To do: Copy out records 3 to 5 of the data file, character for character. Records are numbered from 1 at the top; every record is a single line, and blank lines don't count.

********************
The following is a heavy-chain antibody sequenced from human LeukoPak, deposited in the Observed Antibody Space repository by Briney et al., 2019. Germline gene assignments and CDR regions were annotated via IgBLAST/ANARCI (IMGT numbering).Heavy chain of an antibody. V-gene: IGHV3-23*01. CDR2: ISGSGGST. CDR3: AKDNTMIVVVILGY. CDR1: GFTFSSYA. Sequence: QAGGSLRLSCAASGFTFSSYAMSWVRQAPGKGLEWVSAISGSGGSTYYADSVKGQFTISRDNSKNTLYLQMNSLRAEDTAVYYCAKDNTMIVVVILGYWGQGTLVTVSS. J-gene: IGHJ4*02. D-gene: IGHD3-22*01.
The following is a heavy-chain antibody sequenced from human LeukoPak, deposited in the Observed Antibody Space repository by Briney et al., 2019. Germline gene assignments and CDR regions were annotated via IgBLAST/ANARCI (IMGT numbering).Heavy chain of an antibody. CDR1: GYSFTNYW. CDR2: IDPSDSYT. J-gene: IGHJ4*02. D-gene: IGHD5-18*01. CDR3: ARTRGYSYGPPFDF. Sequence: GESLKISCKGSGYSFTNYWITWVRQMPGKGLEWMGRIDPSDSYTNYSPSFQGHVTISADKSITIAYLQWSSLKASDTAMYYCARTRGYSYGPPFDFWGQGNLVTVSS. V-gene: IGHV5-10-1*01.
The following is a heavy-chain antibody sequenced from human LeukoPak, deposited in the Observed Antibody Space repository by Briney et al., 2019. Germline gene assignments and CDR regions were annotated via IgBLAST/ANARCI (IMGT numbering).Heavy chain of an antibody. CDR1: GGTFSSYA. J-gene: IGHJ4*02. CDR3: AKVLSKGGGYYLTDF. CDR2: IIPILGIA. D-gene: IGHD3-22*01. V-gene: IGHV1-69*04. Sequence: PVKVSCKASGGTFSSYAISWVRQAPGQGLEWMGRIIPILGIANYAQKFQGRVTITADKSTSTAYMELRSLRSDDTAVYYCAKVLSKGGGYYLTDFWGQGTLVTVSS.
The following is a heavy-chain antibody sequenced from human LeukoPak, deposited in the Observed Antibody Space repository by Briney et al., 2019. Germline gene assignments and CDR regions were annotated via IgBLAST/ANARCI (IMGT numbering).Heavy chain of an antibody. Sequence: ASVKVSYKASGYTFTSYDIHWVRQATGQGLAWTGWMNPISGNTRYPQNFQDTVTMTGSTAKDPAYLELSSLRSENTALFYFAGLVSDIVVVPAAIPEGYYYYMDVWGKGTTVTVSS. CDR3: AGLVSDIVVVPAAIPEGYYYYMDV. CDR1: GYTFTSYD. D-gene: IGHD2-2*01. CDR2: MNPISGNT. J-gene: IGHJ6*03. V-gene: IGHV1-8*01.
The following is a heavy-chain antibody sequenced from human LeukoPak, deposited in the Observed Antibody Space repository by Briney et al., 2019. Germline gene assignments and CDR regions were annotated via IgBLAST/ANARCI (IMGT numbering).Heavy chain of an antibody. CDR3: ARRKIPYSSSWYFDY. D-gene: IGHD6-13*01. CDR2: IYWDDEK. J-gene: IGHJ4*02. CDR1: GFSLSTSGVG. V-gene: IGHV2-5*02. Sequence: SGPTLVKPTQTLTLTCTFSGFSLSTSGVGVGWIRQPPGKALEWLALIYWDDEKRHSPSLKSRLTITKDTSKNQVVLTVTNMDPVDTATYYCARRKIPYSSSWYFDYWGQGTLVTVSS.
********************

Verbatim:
The following is a heavy-chain antibody sequenced from human LeukoPak, deposited in the Observed Antibody Space repository by Briney et al., 2019. Germline gene assignments and CDR regions were annotated via IgBLAST/ANARCI (IMGT numbering).Heavy chain of an antibody. CDR1: GGTFSSYA. J-gene: IGHJ4*02. CDR3: AKVLSKGGGYYLTDF. CDR2: IIPILGIA. D-gene: IGHD3-22*01. V-gene: IGHV1-69*04. Sequence: PVKVSCKASGGTFSSYAISWVRQAPGQGLEWMGRIIPILGIANYAQKFQGRVTITADKSTSTAYMELRSLRSDDTAVYYCAKVLSKGGGYYLTDFWGQGTLVTVSS.
The following is a heavy-chain antibody sequenced from human LeukoPak, deposited in the Observed Antibody Space repository by Briney et al., 2019. Germline gene assignments and CDR regions were annotated via IgBLAST/ANARCI (IMGT numbering).Heavy chain of an antibody. Sequence: ASVKVSYKASGYTFTSYDIHWVRQATGQGLAWTGWMNPISGNTRYPQNFQDTVTMTGSTAKDPAYLELSSLRSENTALFYFAGLVSDIVVVPAAIPEGYYYYMDVWGKGTTVTVSS. CDR3: AGLVSDIVVVPAAIPEGYYYYMDV. CDR1: GYTFTSYD. D-gene: IGHD2-2*01. CDR2: MNPISGNT. J-gene: IGHJ6*03. V-gene: IGHV1-8*01.
The following is a heavy-chain antibody sequenced from human LeukoPak, deposited in the Observed Antibody Space repository by Briney et al., 2019. Germline gene assignments and CDR regions were annotated via IgBLAST/ANARCI (IMGT numbering).Heavy chain of an antibody. CDR3: ARRKIPYSSSWYFDY. D-gene: IGHD6-13*01. CDR2: IYWDDEK. J-gene: IGHJ4*02. CDR1: GFSLSTSGVG. V-gene: IGHV2-5*02. Sequence: SGPTLVKPTQTLTLTCTFSGFSLSTSGVGVGWIRQPPGKALEWLALIYWDDEKRHSPSLKSRLTITKDTSKNQVVLTVTNMDPVDTATYYCARRKIPYSSSWYFDYWGQGTLVTVSS.